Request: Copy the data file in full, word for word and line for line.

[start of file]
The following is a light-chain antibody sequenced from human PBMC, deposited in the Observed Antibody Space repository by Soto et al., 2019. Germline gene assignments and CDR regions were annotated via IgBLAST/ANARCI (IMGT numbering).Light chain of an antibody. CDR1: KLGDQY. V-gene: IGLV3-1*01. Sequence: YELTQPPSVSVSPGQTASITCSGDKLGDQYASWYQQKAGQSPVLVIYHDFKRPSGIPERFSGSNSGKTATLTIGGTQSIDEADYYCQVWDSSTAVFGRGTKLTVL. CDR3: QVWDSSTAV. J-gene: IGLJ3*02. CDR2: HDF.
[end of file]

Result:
The following is a light-chain antibody sequenced from human PBMC, deposited in the Observed Antibody Space repository by Soto et al., 2019. Germline gene assignments and CDR regions were annotated via IgBLAST/ANARCI (IMGT numbering).Light chain of an antibody. CDR1: KLGDQY. V-gene: IGLV3-1*01. Sequence: YELTQPPSVSVSPGQTASITCSGDKLGDQYASWYQQKAGQSPVLVIYHDFKRPSGIPERFSGSNSGKTATLTIGGTQSIDEADYYCQVWDSSTAVFGRGTKLTVL. CDR3: QVWDSSTAV. J-gene: IGLJ3*02. CDR2: HDF.